The knockout stage of the 2010 FIFA World Cup in South Africa began Saturday, June 26, but the date has further significance to women’s soccer fans anxiously anticipating the next World Cup. The Women’s World Cup, that is.
June 26, 2011 will serve as day one for the 2011 Women’s World Cup in Germany. The tournament is highly anticipated by fans, media and organizers alike as ticket sales are soaring and the sponsorship program sold out 18 months in advance. Once July 11 comes and goes in South Africa and the men’s installment of the World Cup ends, all eyes will be on Germany 2011 (at least in the women’s soccer world and, presumably, FIFA’s eyes).
With just one year until kick-off of the world’s biggest show, here are ten questions to think about as the Women’s World Cup approaches.
10 – Will African teams raise their credibility? With the world currently focusing on South Africa and what the tournament means for the country and the continent of Africa in the big picture of world football, the same must be thought about on the women’s side. The 2011 Women’s World Cup will not be on African soil, but it will serve as a chance for African teams to show how much they have progressed over the past four years. Of the six African teams in South Africa in 2010, only Ghana advanced to the knockout stage. African women’s footballers will be hoping for better.
9 – Will the United States go with youth, experience, or find the middle ground? Superstar Kristine Lilly will be 39-years-old when the tournament kicks off, but right now she is playing better than she has in years and defying time. Christie Rampone and Kate Markgraf are also savvy veterans, but rising stars like Kelley O’Hara, Lauren Cheney and Brittany Taylor will be pushing for spots. The World Cup may be one year too early for this new crop of stars, but they will certainly push for places on Pia Sundhage’s roster.
8 – How will WPS internationals stack up against internationals from other leagues? Women’s Professional Soccer might be the best league in the world, but there are still more players not based out of the league then there are within it. Players from the Bundesliga in Germany, the Damallsvenskan in Sweden and leagues all around Europe will have something to say about WPS’ claim to fame. Let’s see how the players stack up.
7 – Could 2011 be the best World Cup since 1999? As great as ticket sales have been for Germany 2011, the attendance numbers cannot compare to 1999 by stadium capacity alone. However, if October’s USA-Germany friendly indicates anything, the environment in Germany should be electric. The short notice of the United States hosting the 2003 World Cup due to a SARS outbreak in China followed by China 2007 admittedly produced rather averagely supported World Cups. Perhaps it was just tough to live up to 1999, but 2011 could be a nice turnaround of that trend.
6 – Will that World Cup buzz spill into the Bundesliga? Players will be captivated by the environment in Germany. I can guarantee plenty of quotes from and interviews with players about the stadium environments and soccer fever around the country (and that is not a bad thing). Surely, some players searching for the next level will become starry-eyed from this and it may sway them to ply their trade for a club in Germany.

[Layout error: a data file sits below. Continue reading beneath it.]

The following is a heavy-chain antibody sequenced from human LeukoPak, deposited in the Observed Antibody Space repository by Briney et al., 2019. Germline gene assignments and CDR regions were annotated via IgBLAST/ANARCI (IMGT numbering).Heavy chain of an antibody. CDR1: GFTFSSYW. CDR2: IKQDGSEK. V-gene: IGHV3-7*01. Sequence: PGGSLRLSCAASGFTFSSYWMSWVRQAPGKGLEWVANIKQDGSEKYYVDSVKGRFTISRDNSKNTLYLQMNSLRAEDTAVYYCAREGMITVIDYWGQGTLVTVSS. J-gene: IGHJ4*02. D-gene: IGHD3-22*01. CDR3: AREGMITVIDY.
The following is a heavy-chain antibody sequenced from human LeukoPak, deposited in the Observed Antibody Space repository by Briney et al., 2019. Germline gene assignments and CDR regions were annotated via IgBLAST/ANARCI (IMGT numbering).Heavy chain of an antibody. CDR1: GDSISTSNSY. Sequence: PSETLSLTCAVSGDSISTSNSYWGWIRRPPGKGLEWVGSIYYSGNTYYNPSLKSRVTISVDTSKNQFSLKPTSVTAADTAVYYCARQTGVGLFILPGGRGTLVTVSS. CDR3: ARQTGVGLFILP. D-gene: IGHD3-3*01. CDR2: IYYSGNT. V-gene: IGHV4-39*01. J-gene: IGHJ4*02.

5 – Are new WPS superstars on the horizon? There are a lot of undiscovered players out there and WPS coaches will absolutely have their eyes on the next big star. Who will that be? Your guess is as good as mine with some completely unknown players coming out of Africa, Asia and even the Americas, but there will surely be plenty.
4 – Which team will be the dark horse? Or will there not even be a dark horse? Everyone will focus on the United States, Germany and Brazil. Norway is always a contender as well, but will a team like Sweden, Australia or even Canada pose legitimate threats to make deep runs in the tournament and maybe even win it? Sweden made it to the final in 2003 and Canada finished fourth that year. There are plenty of solid teams in the world, but they never get put on the same level as the United States and Germany. They will hope to change that in 2011.
3 – How will ESPN treat the 2011 Women’s World Cup? The global sports media giant has given unprecedented coverage to the 2010 World Cup and it has created soccer fever in the United States. Germany 2011 promises to be a success in the stands (we could see less empty seats there than in South Africa) and there should be plenty for ESPN and other media outlets to talk about. Somehow, I get the feeling that coverage could be buried to page two and play second fiddle with most outlets, but I say that hoping to be pleasantly surprised.
2 – Will WPS take an international break? The way I see it, WPS has to. Between U.S. Women’s National Team players and internationals, the core players of the league will be gutted. Teams will be playing without their biggest stars and fans will not take kindly to that. Some may even be in a position where it will be hard to even field a team with so many absences. WPS might not want to drop off the map for three weeks or more, but it may be forced to fill in the lack of games with team events, publicity tactics and maybe, dare I say, a women’s open cup.
1 – Who will win? That is the bottom line, isn’t it. Really, this is more food for thought for United States fans. The U.S. is the No. 1 team in the world and has been a perennial power since the first Women’s World Cup in 1991, but it will have been 12 years since the last time the Red, White, and Blue raised the trophy in 1999. That is a bit lengthy for a team with such high expectations. As great as Olympic gold medals are, they don’t stack up to a World Cup.
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